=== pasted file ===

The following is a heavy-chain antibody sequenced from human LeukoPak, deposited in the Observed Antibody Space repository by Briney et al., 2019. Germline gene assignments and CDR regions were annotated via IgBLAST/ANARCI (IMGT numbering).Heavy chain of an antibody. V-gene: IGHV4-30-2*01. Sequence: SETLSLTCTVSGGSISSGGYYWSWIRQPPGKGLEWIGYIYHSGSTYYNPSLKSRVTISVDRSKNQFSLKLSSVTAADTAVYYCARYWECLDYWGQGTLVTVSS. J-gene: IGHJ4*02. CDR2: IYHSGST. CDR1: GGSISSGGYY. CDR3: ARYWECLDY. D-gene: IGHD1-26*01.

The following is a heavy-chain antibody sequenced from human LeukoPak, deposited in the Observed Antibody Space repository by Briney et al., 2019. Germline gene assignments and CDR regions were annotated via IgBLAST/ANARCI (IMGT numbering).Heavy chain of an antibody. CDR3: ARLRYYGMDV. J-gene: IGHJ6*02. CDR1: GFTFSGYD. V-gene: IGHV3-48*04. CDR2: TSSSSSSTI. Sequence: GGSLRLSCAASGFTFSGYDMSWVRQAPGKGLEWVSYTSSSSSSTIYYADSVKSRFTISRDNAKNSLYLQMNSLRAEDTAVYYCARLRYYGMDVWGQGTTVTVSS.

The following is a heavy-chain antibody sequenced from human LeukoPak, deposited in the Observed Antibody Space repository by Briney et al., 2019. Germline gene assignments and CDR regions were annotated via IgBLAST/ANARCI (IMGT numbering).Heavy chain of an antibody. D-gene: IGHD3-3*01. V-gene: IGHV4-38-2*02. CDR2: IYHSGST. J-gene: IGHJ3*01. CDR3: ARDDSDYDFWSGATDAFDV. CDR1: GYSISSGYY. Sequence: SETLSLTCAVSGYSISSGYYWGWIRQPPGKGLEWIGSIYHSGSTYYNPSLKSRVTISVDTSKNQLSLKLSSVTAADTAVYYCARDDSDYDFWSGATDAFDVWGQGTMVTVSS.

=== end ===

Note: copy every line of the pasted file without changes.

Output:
The following is a heavy-chain antibody sequenced from human LeukoPak, deposited in the Observed Antibody Space repository by Briney et al., 2019. Germline gene assignments and CDR regions were annotated via IgBLAST/ANARCI (IMGT numbering).Heavy chain of an antibody. V-gene: IGHV4-30-2*01. Sequence: SETLSLTCTVSGGSISSGGYYWSWIRQPPGKGLEWIGYIYHSGSTYYNPSLKSRVTISVDRSKNQFSLKLSSVTAADTAVYYCARYWECLDYWGQGTLVTVSS. J-gene: IGHJ4*02. CDR2: IYHSGST. CDR1: GGSISSGGYY. CDR3: ARYWECLDY. D-gene: IGHD1-26*01.

The following is a heavy-chain antibody sequenced from human LeukoPak, deposited in the Observed Antibody Space repository by Briney et al., 2019. Germline gene assignments and CDR regions were annotated via IgBLAST/ANARCI (IMGT numbering).Heavy chain of an antibody. CDR3: ARLRYYGMDV. J-gene: IGHJ6*02. CDR1: GFTFSGYD. V-gene: IGHV3-48*04. CDR2: TSSSSSSTI. Sequence: GGSLRLSCAASGFTFSGYDMSWVRQAPGKGLEWVSYTSSSSSSTIYYADSVKSRFTISRDNAKNSLYLQMNSLRAEDTAVYYCARLRYYGMDVWGQGTTVTVSS.

The following is a heavy-chain antibody sequenced from human LeukoPak, deposited in the Observed Antibody Space repository by Briney et al., 2019. Germline gene assignments and CDR regions were annotated via IgBLAST/ANARCI (IMGT numbering).Heavy chain of an antibody. D-gene: IGHD3-3*01. V-gene: IGHV4-38-2*02. CDR2: IYHSGST. J-gene: IGHJ3*01. CDR3: ARDDSDYDFWSGATDAFDV. CDR1: GYSISSGYY. Sequence: SETLSLTCAVSGYSISSGYYWGWIRQPPGKGLEWIGSIYHSGSTYYNPSLKSRVTISVDTSKNQLSLKLSSVTAADTAVYYCARDDSDYDFWSGATDAFDVWGQGTMVTVSS.